New Covid rules for step three of the roadmap

As the Government’s announcement around step three rules comes into play across the city next week, the Director of Public Health explains what has changed and what has not and offers advice to ensure we keep infection rates low across the city.

From Monday 17 May, the public will be able to meet outdoors in groups of up to 30 and meet indoors with family and friends following the rule of six people or two households.

Councillor Gerald Vernon-Jackson, Leader of Portsmouth City Council, says: “We’ve been living in extraordinary times and have faced many challenges, individually and as a community. From next week, step three of the roadmap will allow us all more freedoms than we’ve had in long time, and while I’m sure many will rejoice, we must remember those who may still feel vulnerable and that the virus is still with us. Enjoy reconnecting with your families and friends, but don’t discard the knowledge and behaviours that keep us all safe.”

Individuals will be able to choose whether or not to keep a social distance from family and friends, as hugging will again be allowed. However, the public is urged to be sensible and cautious as restrictions ease.

Helen Atkinson, Director of Public Health for Portsmouth City Council, says: “Infection rates have remained low, so it’s right to cautiously further ease covid rules. I’m sure many residents and business will be thrilled with the relaxation of restrictions around meeting and socialising. I’d like to say a big ‘thank you’ to the public for all they have done to help get our infection rate down. We’ve come a long way and learned how to keep ourselves and others safe, so I’m sure we’ll all enjoy meeting with those we’ve not seen face to face for a while knowing how to reduce the risks. It is still the case that the more people we meet, the more opportunities there are for the virus to spread, which is why regular asymptomatic testing is so vital in our continued fight against the virus.”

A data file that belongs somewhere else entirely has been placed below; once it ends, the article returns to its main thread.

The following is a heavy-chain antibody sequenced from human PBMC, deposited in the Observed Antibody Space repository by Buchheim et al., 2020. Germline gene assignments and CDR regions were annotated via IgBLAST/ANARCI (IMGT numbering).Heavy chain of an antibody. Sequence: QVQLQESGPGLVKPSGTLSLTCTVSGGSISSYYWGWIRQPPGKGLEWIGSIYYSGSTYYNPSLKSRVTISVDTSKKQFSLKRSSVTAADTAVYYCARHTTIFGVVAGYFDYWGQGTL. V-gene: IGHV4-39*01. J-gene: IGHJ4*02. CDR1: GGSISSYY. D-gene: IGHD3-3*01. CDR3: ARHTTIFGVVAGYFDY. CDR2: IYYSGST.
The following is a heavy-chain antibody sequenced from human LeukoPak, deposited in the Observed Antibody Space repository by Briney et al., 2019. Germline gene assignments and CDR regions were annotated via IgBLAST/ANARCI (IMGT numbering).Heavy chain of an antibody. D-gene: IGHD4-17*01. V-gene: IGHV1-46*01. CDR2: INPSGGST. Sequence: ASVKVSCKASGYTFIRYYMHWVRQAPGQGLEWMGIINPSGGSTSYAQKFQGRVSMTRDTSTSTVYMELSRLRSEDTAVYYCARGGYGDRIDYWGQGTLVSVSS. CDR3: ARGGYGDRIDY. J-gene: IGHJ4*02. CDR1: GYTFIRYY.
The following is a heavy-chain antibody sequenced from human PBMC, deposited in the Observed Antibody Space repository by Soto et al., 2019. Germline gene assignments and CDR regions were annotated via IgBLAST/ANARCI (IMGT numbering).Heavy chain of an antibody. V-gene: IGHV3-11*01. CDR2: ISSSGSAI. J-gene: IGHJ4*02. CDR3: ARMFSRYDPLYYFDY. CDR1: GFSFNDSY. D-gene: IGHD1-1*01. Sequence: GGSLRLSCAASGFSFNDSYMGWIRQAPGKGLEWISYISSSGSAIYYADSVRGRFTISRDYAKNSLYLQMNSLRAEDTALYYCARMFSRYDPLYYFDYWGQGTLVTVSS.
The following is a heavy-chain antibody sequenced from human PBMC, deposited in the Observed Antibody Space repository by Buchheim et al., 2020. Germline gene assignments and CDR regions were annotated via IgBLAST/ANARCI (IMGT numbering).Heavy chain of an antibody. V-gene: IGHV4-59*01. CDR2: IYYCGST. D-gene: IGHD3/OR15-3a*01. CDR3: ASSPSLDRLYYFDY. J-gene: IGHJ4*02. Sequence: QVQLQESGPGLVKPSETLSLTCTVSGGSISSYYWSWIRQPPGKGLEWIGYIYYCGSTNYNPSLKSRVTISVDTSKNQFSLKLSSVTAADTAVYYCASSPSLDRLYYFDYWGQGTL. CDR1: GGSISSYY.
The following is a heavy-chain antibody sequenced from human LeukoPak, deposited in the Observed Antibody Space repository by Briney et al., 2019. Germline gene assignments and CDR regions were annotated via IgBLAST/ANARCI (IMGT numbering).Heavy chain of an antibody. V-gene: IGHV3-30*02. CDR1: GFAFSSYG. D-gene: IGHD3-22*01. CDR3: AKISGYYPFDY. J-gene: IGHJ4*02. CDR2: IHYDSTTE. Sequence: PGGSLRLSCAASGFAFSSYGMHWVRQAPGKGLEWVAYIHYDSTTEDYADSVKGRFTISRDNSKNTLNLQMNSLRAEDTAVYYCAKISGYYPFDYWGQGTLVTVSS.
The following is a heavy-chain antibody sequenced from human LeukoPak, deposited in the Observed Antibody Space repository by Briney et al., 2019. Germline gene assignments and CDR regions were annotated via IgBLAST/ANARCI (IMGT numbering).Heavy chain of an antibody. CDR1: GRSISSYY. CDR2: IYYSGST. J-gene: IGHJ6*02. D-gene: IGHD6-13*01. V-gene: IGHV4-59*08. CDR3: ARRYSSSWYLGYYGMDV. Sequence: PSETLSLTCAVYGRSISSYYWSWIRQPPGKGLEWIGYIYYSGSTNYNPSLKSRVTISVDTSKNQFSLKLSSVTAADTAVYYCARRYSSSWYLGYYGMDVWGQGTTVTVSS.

Anyone can take up the offer of twice-weekly covid testing when they are symptom-free to help stop the spread of coronavirus. This type of testing helps identify one in three people who become infected but show no symptoms: the more people who get tested regularly, the greater the ability to reduce the spread of infection. Home test kits are free and can be collected from many outlets around Portsmouth.

Helen Atkinson continues: “Washing hands more often has become second nature, as has wearing a face covering – protecting ourselves and others who may be more vulnerable to the virus. So now we need to think about who’s in our social group and whether it’s appropriate to get close or share a hug – so ask yourself, who’s had the vaccine, who’s yet to have a second dose, who has health conditions that could put them at increased risk if they became infected? Let’s take this next step safely. I urge everyone to continue playing their part by following the hands, face, space and fresh air guidance.” 

Hampshire Constabulary’s Portsmouth Superintendent Clare Jenkins says: “We’re continuing to take encouraging steps out of lockdown, and all of our hard work and sacrifice is paying off.

“The number of fines processed continue to go down, which is to be expected as restrictions are lifted.

“We understand that people are excited to see their friends and family again after such a long time, but it really is vital people continue to follow the rules at each stage of the Government’s roadmap, or we risk undermining our efforts up to now.

“Our officers will continue to carry out patrols and will engage with the public to explain the restrictions which remain in place at the time, using enforcement as a last resort for blatant breaches such as large indoor gatherings.”

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